Innes was cited by the New York Court of Appeals in Outley to support its authoritative ruling that, when a defendant denies the conduct leading to an arrest, the mere fact of that arrest will not suffice to establish the defendant's breach of a plea agreement's no-arrest clause. People v. Outley, 80 N.Y.2d at 713, 594 N.Y.S.2d at 688. Indeed, Outley is the leading case recognizing a due process right to a judicial inquiry to ensure against malicious or baseless arrests serving as the basis for violating plea agreements. Nevertheless, in Outley, the Court of Appeals unanimously rejected the argument that sentencing courts were required to find by a preponderance of the evidence that a defendant had actually committed the crime for which he was arrested. Id. at 712-13, 594 N.Y.S.2d at 688. It was satisfied that a more flexible inquiry into the legitimacy of the arrest would adequately safeguard defendants' liberty interests. Id. at 713, 594 N.Y.S.2d at 688.

  The need for any further procedural safeguards in no-arrest clause cases was thus not compelled by case law existing at the time Spence was sentenced. See Saffle v. Parks, 494 U.S. 484, 488, 108 L. Ed. 2d 415, 110 S. Ct. 1257 (1990). The propriety of requiring the government to meet a higher standard of proof than that enunciated in Outley is a subject "susceptible to debate among reasonable minds." Butler v. McKellar, 494 U.S. at 415. When "reasonable jurists may disagree" about the steps the law should take to safeguard constitutional rights, new pronouncements in that area will not be grounds for collateral relief. See Sawyer v. Smith, 497 U.S. at 234. Accordingly, this court cannot announce and apply any new rule in Spence's case.

  In a final effort to avoid having his request for relief characterized as a "new rule," Spence cites case law permitting federal courts to factor acquitted conduct into sentencing decisions if the conduct is proved by a preponderance of the evidence. See United States v. Rodriguez-Gonzalez, 899 F.2d 177, 180-82 (2d Cir.), cert. denied, 498 U.S. 844, 112 L. Ed. 2d 95, 111 S. Ct. 127 (1990); United States v. Sweig, 454 F.2d 181, 184 (2d Cir. 1972). This principle was recently affirmed by the Supreme Court in United States v. Watts, 117 S. Ct. at 638. While this court agrees that these cases lend support to the merits of Spence's claim, it cannot say that they should have compelled the state courts to reach the result now urged. In the first place, it does not appear that this line of cases was ever cited to the state courts. Second, many of these cases arise in the context of the federal sentencing guidelines and are thus distinguishable. The sentencing guidelines treat acquitted conduct almost identically to conduct for which a defendant has been convicted, thereby giving rise to concerns that may not apply in state court actions where the sentencing judge may have more discretion.

  Petitioner submits that even if the relief he seeks calls for a new procedural rule his case falls within the second Teague exception for "'watershed rules of criminal procedure' implicating the fundamental fairness and accuracy of the criminal proceeding." Petitioner's Letter to the Court, March 13, 1997, at 7 (quoting Saffle v. Parks, 494 U.S. at 495).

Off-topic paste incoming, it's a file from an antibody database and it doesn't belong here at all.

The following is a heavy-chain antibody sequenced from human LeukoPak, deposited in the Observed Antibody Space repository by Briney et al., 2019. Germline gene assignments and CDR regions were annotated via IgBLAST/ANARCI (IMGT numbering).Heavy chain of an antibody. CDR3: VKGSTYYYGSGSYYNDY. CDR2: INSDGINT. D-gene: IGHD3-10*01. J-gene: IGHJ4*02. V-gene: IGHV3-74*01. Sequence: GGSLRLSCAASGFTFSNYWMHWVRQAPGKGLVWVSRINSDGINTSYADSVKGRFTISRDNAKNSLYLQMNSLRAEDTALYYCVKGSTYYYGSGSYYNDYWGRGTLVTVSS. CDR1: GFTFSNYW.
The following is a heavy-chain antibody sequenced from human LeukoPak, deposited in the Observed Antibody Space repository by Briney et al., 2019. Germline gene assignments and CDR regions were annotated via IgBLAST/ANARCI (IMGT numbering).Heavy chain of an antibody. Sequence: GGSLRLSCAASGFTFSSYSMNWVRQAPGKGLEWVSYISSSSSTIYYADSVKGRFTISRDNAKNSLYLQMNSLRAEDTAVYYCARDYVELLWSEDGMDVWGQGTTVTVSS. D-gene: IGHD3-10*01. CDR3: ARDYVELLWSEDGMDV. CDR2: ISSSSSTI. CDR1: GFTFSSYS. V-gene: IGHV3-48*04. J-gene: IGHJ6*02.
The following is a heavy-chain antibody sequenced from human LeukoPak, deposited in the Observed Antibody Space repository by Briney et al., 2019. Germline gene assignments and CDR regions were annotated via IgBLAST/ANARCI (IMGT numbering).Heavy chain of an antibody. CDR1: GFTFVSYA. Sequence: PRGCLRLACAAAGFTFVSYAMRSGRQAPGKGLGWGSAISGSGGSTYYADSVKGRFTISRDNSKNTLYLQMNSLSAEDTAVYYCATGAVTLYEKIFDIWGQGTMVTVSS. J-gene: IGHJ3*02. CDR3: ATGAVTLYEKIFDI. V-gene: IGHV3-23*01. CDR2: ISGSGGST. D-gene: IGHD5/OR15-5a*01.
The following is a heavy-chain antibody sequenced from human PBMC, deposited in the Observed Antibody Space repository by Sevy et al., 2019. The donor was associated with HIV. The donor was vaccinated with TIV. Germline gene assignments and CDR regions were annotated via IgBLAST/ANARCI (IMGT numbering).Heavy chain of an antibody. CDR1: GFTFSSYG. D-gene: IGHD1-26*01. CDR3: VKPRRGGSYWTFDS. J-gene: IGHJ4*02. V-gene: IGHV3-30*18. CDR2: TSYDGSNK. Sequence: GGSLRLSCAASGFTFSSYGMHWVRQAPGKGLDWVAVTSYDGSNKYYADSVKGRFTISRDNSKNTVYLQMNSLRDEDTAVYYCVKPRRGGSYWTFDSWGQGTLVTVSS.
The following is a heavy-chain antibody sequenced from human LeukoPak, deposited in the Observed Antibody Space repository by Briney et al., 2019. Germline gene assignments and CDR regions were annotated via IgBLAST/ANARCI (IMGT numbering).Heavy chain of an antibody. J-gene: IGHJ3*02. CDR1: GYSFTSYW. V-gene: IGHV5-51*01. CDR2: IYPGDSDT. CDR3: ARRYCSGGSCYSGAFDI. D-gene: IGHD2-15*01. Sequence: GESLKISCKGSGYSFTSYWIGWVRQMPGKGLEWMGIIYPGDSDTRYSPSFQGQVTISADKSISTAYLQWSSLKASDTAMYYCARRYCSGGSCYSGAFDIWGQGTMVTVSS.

Preliminarily, this court notes that in Teague the Supreme Court held that this "watershed" exception would not be applied to all procedural rules that could conceivably improve the accuracy of the factfinding process, but only to those "without which the likelihood of an accurate conviction is seriously diminished." Teague v. Lane, 489 U.S. at 313 (drawing on Justice Harlan's opinions in Desist v. United States, 394 U.S. 244, 256, 22 L. Ed. 2d 248, 89 S. Ct. 1030 (1969) (Harlan, J., dissenting) and Williams v. United States, 401 U.S. 667, 675, 693-95, 28 L. Ed. 2d 404, 91 S. Ct. 1160 (1971) (Harlan, J., concurring in part and dissenting in part)). In Teague v. Lane, the Supreme Court indicated that the procedures critical to ensuring the accuracy of a conviction are those "central to an accurate determination of innocence or guilt." Id. If the exception is so limited, it simply does not apply to Spence's case. There is, after all, no question that Spence is guilty of the May 1992 robbery. His complaint is with the accuracy of procedures relating to his sentencing, not his culpability for the crimes of conviction.

  Assuming, however, that the second Teague exception should be considered when new rules relate to sentencing procedures, see generally Graham v. Collins, 506 U.S. 461, 122 L. Ed. 2d 260, 113 S. Ct. 892 (1993) (finding that new rule requiring special jury instructions regarding mitigating evidence during sentencing phase of capital case did not come within second Teague exception); Sawyer v. Smith, 497 U.S. at 242-43; Saffle v. Parks, 494 U.S. at 494-95, petitioner's case would still not qualify. Whatever the precise scope of the second Teague exception, the Supreme Court has repeatedly emphasized that it is "meant to apply only to a small core of rules requiring observance of those procedures that . . . are implicit in the concept of ordered liberty." Graham v. Collins, 506 U.S. at 478 (1993) (internal quotation marks and citations omitted). Indeed, in Teague, the Supreme Court expressed the belief that it was "unlikely that many such components of basic due process have yet to emerge." Teague v. Lane, 489 U.S. at 313.

  The rule plaintiff seeks does not come within this narrow category. Petitioner was not, after all, sentenced in the absence of any procedural safeguards. He received the protections articulated by the New York Court of Appeals in Outley. What he seeks is a ruling expanding these protections. Specifically, Spence contends that it was not enough for the sentencing court to afford him an evidentiary hearing, or to make findings that his arrest was not the product of police overreaching and was supported by probable cause to believe he had committed the underlying crime. Spence insists that due process required the trial court to apply a higher standard of review, preponderance of the evidence, in deciding whether he had engaged in the criminal conduct underlying the arrest cited as a breach of his plea agreement.